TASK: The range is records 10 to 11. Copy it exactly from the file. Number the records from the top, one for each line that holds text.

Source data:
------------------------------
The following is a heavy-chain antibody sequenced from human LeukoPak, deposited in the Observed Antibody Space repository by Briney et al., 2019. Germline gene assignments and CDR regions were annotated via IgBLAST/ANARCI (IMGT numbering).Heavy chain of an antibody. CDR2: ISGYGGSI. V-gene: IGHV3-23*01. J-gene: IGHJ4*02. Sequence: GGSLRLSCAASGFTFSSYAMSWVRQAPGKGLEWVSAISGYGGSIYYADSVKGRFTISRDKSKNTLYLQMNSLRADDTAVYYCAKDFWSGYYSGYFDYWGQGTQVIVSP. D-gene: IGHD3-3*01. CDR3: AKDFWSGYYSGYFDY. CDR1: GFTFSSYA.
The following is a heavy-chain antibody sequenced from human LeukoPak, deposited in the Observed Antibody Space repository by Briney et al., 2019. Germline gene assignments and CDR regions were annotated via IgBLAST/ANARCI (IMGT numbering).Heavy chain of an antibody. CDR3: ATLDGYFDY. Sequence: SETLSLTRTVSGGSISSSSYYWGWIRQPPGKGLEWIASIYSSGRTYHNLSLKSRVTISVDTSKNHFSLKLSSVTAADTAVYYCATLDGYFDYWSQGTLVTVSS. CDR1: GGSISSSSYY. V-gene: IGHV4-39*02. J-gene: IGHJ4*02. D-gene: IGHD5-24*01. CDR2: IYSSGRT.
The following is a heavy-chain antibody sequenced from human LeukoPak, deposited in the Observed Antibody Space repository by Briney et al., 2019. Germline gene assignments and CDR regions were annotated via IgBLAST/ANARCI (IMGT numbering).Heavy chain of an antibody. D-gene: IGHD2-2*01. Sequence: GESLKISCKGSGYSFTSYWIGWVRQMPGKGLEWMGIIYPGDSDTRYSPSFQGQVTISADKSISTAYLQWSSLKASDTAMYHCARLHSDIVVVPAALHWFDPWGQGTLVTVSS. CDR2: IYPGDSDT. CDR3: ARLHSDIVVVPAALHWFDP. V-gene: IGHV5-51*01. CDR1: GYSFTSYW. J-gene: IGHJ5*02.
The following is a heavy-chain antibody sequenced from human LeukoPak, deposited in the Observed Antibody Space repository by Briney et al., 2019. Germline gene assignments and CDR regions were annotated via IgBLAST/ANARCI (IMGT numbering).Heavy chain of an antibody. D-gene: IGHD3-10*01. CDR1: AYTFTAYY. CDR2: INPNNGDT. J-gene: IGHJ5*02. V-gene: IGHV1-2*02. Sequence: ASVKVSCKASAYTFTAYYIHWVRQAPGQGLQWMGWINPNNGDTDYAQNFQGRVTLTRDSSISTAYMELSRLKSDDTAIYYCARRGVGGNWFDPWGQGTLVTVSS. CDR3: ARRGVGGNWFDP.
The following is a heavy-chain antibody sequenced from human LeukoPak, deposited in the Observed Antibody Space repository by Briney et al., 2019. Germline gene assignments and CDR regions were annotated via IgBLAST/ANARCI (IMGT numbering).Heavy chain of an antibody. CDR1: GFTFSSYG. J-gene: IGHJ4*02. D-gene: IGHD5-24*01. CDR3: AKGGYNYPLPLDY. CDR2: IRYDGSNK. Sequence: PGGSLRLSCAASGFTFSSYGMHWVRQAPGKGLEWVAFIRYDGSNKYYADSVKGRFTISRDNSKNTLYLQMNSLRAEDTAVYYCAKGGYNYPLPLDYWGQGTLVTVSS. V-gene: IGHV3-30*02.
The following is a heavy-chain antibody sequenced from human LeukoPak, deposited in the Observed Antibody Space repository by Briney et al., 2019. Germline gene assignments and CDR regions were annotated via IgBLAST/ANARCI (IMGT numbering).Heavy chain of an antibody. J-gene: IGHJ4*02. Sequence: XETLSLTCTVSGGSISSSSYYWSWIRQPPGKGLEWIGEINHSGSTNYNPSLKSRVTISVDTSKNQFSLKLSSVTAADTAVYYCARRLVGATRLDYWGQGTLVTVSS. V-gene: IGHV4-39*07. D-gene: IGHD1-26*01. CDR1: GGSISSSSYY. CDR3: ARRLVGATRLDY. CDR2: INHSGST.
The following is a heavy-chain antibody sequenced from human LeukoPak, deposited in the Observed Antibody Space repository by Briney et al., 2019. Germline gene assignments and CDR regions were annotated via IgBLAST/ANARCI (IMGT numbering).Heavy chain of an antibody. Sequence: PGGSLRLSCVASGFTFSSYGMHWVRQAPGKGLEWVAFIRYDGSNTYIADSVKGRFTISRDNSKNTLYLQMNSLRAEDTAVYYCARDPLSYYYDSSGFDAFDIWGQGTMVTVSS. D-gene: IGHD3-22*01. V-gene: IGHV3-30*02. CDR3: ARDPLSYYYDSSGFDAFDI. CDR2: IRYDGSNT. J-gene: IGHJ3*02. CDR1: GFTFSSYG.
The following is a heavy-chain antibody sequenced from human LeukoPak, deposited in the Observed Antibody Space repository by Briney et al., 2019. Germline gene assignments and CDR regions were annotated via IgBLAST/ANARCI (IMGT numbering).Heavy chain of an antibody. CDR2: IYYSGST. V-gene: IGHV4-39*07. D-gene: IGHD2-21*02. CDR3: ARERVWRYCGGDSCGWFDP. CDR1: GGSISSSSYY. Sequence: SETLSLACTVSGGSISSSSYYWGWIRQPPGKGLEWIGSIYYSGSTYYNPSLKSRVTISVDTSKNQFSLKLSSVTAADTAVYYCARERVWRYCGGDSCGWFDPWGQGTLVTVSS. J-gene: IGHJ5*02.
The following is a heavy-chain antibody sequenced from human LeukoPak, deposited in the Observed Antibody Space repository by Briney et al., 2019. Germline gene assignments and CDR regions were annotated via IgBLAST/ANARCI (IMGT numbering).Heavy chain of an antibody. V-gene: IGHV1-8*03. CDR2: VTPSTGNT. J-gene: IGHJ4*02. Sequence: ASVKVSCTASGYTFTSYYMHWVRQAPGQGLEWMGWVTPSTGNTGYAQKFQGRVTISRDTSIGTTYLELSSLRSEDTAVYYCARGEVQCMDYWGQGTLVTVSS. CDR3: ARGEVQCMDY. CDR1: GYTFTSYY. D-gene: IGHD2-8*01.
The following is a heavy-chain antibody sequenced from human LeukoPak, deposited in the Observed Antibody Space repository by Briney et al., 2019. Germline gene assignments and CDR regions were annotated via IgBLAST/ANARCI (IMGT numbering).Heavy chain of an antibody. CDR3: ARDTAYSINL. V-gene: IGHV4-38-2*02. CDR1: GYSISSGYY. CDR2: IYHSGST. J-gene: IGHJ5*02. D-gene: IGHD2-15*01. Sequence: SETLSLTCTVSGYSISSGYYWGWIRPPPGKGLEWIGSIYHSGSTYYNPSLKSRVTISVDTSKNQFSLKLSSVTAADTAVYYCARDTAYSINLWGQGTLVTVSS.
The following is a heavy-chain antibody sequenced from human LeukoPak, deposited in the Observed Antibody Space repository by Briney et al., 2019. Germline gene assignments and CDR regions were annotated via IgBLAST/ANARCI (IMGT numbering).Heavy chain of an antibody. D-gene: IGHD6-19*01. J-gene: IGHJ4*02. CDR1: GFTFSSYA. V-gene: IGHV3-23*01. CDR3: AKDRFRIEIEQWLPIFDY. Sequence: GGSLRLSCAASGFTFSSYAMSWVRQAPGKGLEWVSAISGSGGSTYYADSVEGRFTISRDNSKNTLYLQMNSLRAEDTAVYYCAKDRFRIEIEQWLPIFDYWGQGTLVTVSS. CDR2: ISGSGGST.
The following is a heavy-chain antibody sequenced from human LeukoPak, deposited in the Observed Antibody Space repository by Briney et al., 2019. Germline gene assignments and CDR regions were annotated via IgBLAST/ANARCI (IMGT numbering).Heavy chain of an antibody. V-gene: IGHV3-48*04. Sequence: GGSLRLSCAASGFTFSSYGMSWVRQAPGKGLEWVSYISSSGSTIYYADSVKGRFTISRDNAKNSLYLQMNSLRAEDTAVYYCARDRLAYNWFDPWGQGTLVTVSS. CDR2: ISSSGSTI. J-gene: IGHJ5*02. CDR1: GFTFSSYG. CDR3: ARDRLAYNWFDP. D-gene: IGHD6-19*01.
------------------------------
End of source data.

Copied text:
The following is a heavy-chain antibody sequenced from human LeukoPak, deposited in the Observed Antibody Space repository by Briney et al., 2019. Germline gene assignments and CDR regions were annotated via IgBLAST/ANARCI (IMGT numbering).Heavy chain of an antibody. CDR3: ARDTAYSINL. V-gene: IGHV4-38-2*02. CDR1: GYSISSGYY. CDR2: IYHSGST. J-gene: IGHJ5*02. D-gene: IGHD2-15*01. Sequence: SETLSLTCTVSGYSISSGYYWGWIRPPPGKGLEWIGSIYHSGSTYYNPSLKSRVTISVDTSKNQFSLKLSSVTAADTAVYYCARDTAYSINLWGQGTLVTVSS.
The following is a heavy-chain antibody sequenced from human LeukoPak, deposited in the Observed Antibody Space repository by Briney et al., 2019. Germline gene assignments and CDR regions were annotated via IgBLAST/ANARCI (IMGT numbering).Heavy chain of an antibody. D-gene: IGHD6-19*01. J-gene: IGHJ4*02. CDR1: GFTFSSYA. V-gene: IGHV3-23*01. CDR3: AKDRFRIEIEQWLPIFDY. Sequence: GGSLRLSCAASGFTFSSYAMSWVRQAPGKGLEWVSAISGSGGSTYYADSVEGRFTISRDNSKNTLYLQMNSLRAEDTAVYYCAKDRFRIEIEQWLPIFDYWGQGTLVTVSS. CDR2: ISGSGGST.